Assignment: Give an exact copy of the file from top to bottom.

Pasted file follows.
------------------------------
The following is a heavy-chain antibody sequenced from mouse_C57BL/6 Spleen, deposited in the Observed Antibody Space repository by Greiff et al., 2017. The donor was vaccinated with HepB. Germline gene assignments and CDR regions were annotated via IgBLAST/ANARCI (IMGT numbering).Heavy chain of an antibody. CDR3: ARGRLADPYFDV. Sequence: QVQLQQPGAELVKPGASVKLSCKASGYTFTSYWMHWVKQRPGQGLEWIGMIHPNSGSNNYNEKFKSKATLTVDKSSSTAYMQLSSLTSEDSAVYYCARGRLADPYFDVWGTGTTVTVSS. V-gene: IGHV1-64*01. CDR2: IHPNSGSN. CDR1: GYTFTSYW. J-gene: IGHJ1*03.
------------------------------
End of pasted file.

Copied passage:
The following is a heavy-chain antibody sequenced from mouse_C57BL/6 Spleen, deposited in the Observed Antibody Space repository by Greiff et al., 2017. The donor was vaccinated with HepB. Germline gene assignments and CDR regions were annotated via IgBLAST/ANARCI (IMGT numbering).Heavy chain of an antibody. CDR3: ARGRLADPYFDV. Sequence: QVQLQQPGAELVKPGASVKLSCKASGYTFTSYWMHWVKQRPGQGLEWIGMIHPNSGSNNYNEKFKSKATLTVDKSSSTAYMQLSSLTSEDSAVYYCARGRLADPYFDVWGTGTTVTVSS. V-gene: IGHV1-64*01. CDR2: IHPNSGSN. CDR1: GYTFTSYW. J-gene: IGHJ1*03.